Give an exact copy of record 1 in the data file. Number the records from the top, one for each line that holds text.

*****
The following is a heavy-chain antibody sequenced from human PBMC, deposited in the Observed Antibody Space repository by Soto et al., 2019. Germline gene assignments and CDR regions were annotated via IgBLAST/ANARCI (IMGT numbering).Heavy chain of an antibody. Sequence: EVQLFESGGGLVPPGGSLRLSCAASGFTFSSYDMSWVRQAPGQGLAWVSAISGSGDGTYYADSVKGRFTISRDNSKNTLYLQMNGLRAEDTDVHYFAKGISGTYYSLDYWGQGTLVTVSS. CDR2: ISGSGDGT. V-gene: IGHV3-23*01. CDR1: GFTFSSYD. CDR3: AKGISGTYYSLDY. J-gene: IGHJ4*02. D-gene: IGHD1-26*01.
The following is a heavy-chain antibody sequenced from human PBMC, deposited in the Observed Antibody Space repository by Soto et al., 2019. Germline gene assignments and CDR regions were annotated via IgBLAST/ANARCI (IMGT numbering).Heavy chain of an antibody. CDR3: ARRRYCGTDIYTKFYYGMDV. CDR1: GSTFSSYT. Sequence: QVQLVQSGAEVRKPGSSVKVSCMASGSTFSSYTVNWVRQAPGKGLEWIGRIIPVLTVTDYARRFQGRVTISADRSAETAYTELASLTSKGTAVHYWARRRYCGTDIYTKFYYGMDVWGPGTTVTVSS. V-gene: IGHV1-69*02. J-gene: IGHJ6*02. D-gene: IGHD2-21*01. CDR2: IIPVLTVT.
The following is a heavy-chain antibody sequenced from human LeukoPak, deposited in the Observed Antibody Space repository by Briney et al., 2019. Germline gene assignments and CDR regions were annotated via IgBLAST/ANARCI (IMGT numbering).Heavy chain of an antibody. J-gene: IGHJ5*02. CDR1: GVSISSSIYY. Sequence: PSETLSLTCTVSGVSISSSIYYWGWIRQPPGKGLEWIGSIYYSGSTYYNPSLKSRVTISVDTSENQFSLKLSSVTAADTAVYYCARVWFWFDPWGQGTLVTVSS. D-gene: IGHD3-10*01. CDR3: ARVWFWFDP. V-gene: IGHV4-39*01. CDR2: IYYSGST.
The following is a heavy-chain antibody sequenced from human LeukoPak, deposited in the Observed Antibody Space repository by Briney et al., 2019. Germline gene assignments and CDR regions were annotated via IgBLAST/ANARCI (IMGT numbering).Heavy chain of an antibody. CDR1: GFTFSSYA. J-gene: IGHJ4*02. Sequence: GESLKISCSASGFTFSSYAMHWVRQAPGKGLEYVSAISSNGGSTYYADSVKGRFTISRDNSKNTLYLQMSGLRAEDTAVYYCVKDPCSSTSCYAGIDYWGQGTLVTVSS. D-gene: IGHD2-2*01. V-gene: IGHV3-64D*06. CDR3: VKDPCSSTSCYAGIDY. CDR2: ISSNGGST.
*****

The following is a heavy-chain antibody sequenced from human PBMC, deposited in the Observed Antibody Space repository by Soto et al., 2019. Germline gene assignments and CDR regions were annotated via IgBLAST/ANARCI (IMGT numbering).Heavy chain of an antibody. Sequence: EVQLFESGGGLVPPGGSLRLSCAASGFTFSSYDMSWVRQAPGQGLAWVSAISGSGDGTYYADSVKGRFTISRDNSKNTLYLQMNGLRAEDTDVHYFAKGISGTYYSLDYWGQGTLVTVSS. CDR2: ISGSGDGT. V-gene: IGHV3-23*01. CDR1: GFTFSSYD. CDR3: AKGISGTYYSLDY. J-gene: IGHJ4*02. D-gene: IGHD1-26*01.